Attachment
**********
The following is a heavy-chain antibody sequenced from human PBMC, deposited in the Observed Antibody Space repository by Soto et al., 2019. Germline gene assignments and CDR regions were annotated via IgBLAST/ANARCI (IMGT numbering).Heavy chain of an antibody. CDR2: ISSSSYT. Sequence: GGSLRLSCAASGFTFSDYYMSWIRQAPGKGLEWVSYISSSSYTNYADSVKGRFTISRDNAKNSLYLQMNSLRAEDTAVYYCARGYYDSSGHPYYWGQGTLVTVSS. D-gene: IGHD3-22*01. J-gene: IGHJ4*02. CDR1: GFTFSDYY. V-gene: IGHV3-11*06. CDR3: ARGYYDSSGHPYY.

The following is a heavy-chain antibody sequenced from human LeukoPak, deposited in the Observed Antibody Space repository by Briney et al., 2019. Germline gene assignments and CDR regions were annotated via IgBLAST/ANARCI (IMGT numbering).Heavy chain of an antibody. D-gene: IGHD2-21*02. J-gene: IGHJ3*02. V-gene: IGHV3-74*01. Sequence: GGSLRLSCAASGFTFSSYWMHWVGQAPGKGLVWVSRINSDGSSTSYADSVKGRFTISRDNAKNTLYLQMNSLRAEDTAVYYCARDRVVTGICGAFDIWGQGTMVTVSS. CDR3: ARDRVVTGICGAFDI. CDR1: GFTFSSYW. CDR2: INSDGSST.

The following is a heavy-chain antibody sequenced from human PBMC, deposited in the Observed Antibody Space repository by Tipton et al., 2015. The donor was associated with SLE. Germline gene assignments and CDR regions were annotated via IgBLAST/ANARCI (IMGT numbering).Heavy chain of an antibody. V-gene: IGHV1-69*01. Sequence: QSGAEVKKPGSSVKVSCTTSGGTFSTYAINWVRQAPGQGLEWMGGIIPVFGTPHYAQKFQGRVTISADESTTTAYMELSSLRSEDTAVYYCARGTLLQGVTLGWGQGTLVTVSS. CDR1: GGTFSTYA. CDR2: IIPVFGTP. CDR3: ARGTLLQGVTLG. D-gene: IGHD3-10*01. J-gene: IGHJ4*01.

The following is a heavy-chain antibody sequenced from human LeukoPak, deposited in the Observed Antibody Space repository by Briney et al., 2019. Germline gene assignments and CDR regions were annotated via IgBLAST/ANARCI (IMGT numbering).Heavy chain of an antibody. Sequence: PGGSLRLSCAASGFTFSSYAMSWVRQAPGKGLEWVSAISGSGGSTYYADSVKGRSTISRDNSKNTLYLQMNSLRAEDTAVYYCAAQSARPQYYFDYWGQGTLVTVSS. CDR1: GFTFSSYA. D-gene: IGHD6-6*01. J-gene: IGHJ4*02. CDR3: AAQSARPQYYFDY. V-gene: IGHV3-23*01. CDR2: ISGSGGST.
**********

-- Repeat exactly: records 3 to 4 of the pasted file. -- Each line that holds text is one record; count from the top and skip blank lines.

The following is a heavy-chain antibody sequenced from human PBMC, deposited in the Observed Antibody Space repository by Tipton et al., 2015. The donor was associated with SLE. Germline gene assignments and CDR regions were annotated via IgBLAST/ANARCI (IMGT numbering).Heavy chain of an antibody. V-gene: IGHV1-69*01. Sequence: QSGAEVKKPGSSVKVSCTTSGGTFSTYAINWVRQAPGQGLEWMGGIIPVFGTPHYAQKFQGRVTISADESTTTAYMELSSLRSEDTAVYYCARGTLLQGVTLGWGQGTLVTVSS. CDR1: GGTFSTYA. CDR2: IIPVFGTP. CDR3: ARGTLLQGVTLG. D-gene: IGHD3-10*01. J-gene: IGHJ4*01.

The following is a heavy-chain antibody sequenced from human LeukoPak, deposited in the Observed Antibody Space repository by Briney et al., 2019. Germline gene assignments and CDR regions were annotated via IgBLAST/ANARCI (IMGT numbering).Heavy chain of an antibody. Sequence: PGGSLRLSCAASGFTFSSYAMSWVRQAPGKGLEWVSAISGSGGSTYYADSVKGRSTISRDNSKNTLYLQMNSLRAEDTAVYYCAAQSARPQYYFDYWGQGTLVTVSS. CDR1: GFTFSSYA. D-gene: IGHD6-6*01. J-gene: IGHJ4*02. CDR3: AAQSARPQYYFDY. V-gene: IGHV3-23*01. CDR2: ISGSGGST.